The targeted population infected with the HIV virus was primarily homosexual men, from the ages of 25 to 40, living in large populated cities like Los Angeles, Chicago and New York. Loved ones and friends were being diagnosed with HIV and within years would die from the cancer known as pneumocystis carinii pneumonia. The virus spread rampantly through the first early stage and was considered to be highly contagious, viral and deadly. The world began to change during this period. Moral Majority was making an impact, and the religious right took the opportunity to use this as an attempt to suppress gays and lesbians, putting the strain on the LGBTQ community, as being the reason for the spread of the disease.
Not until celebrities like Rock Hudson( who came to the forefront of the epidemic by announcing to the public that he was diagnosed with HIV) and activists like Elizabeth Taylor that stood in front of congress to make a plea to find a cure to the dreadful disease, did the world take notice of the crisis. Basketball superstar, Magic Johnson has been living as a HIV+ survivor since the ‘90s. Since the first diagnosis of the virus in 1981, the cancer has now has claimed the lives of almost 35 million people since the pandemic first was diagnosed almost 40 years ago. Although there is no cure, there is hope that a cure is right around the corner. The medical field has made strides over the decades to help patients live a longer quality of life.
For those who lived through the AIDS epidemic, there is a somber memory that is associated with the tragic string of events, filled with struggle, punishment and loss. Although, many lost their lives to the global epidemic, braisen activist such as Pedro Zamora, who later died of the illness, became known to the world in the late 90’s on MTV’s hit show, “Real World San Francisco, as the first person living with HIV and AIDS to star on television.
Friends of mine remember more than half of their friends dying of AIDS and vanishing from the earth. Their intimate circle of social friends began to disappear one by one. They remember this being a dark and devastating time, feeling a sense of bleakness in the world. Despair and loneliness filled the air and an overwhelming prejudice, ignorance, confusion and hatred, spread like a blanket across the nation. Creating a mood that tainted the lifestyles of the LGBTQ community. In order to change that mood, people gathered together and created the AIDSMemorial Quilt, with the names of victims, leaving a powerful legacy behind of the lives lost to the AIDS pandemic.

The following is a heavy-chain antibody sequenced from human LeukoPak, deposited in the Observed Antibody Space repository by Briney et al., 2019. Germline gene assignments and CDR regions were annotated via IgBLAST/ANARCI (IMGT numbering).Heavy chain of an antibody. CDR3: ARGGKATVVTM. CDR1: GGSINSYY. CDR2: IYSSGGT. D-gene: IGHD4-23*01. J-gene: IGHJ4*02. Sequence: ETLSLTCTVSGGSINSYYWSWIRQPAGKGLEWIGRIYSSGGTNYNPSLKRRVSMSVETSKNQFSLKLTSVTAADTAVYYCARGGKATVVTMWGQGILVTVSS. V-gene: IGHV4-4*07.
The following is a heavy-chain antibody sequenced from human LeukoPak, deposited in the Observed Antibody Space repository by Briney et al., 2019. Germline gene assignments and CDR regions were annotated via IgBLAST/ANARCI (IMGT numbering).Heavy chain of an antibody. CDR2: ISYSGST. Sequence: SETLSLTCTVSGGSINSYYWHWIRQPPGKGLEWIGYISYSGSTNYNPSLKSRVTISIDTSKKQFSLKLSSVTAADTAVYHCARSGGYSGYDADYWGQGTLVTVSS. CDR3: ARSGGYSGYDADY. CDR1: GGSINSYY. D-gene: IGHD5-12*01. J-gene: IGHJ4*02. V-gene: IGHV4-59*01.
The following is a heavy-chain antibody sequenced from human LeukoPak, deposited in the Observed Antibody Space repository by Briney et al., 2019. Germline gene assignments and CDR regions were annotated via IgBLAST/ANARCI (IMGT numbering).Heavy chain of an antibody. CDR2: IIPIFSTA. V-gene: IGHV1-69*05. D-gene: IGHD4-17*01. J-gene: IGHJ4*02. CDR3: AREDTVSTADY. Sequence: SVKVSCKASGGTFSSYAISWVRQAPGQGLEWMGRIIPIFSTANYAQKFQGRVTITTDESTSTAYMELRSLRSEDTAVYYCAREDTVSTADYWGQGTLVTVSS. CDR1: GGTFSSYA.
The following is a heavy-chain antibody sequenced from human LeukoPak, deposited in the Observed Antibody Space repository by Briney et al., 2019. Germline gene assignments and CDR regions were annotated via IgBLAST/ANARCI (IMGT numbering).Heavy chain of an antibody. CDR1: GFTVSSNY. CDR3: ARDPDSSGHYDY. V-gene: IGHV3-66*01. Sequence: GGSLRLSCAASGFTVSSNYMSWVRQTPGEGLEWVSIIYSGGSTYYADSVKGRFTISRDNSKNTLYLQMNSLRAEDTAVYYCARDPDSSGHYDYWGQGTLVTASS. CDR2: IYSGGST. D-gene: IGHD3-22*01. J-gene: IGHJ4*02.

The holidays are that wonderful time of the year when we reflect on our blessings, and it is only appropriate that we acknowledge the lives that were taken from this disease and remember them in our thoughts. The only way to get rid of the darkness in the world is to shine the light on the subject. Many families across the nations will light a candle in honor of a lost one that they lost to HIV. Let’s not allow the flame to die, but shine bright for all the victims this holiday season.
Somewhere over the rainbow, between Thanksgiving, when we give thanks, and Christmas, where we give gifts of thanks, is World AIDS Day, a holiday to remember, reflect and give thanks for the gift of life.